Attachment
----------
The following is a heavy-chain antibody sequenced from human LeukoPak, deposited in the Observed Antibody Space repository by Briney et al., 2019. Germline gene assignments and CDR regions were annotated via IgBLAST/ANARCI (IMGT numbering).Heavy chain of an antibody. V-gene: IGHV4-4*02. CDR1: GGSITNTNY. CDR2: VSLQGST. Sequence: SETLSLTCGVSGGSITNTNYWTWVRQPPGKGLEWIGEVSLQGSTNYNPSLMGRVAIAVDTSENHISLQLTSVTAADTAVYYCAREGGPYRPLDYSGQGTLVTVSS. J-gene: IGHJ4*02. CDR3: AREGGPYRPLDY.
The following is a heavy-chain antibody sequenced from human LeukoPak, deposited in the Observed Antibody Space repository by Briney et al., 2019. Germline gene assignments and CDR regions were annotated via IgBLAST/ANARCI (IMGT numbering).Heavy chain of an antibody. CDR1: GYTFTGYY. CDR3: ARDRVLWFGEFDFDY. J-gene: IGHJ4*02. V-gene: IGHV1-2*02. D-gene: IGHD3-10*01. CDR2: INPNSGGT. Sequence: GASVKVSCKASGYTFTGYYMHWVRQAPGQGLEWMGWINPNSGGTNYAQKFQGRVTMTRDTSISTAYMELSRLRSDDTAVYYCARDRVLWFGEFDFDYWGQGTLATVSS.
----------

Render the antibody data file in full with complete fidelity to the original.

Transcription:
The following is a heavy-chain antibody sequenced from human LeukoPak, deposited in the Observed Antibody Space repository by Briney et al., 2019. Germline gene assignments and CDR regions were annotated via IgBLAST/ANARCI (IMGT numbering).Heavy chain of an antibody. V-gene: IGHV4-4*02. CDR1: GGSITNTNY. CDR2: VSLQGST. Sequence: SETLSLTCGVSGGSITNTNYWTWVRQPPGKGLEWIGEVSLQGSTNYNPSLMGRVAIAVDTSENHISLQLTSVTAADTAVYYCAREGGPYRPLDYSGQGTLVTVSS. J-gene: IGHJ4*02. CDR3: AREGGPYRPLDY.
The following is a heavy-chain antibody sequenced from human LeukoPak, deposited in the Observed Antibody Space repository by Briney et al., 2019. Germline gene assignments and CDR regions were annotated via IgBLAST/ANARCI (IMGT numbering).Heavy chain of an antibody. CDR1: GYTFTGYY. CDR3: ARDRVLWFGEFDFDY. J-gene: IGHJ4*02. V-gene: IGHV1-2*02. D-gene: IGHD3-10*01. CDR2: INPNSGGT. Sequence: GASVKVSCKASGYTFTGYYMHWVRQAPGQGLEWMGWINPNSGGTNYAQKFQGRVTMTRDTSISTAYMELSRLRSDDTAVYYCARDRVLWFGEFDFDYWGQGTLATVSS.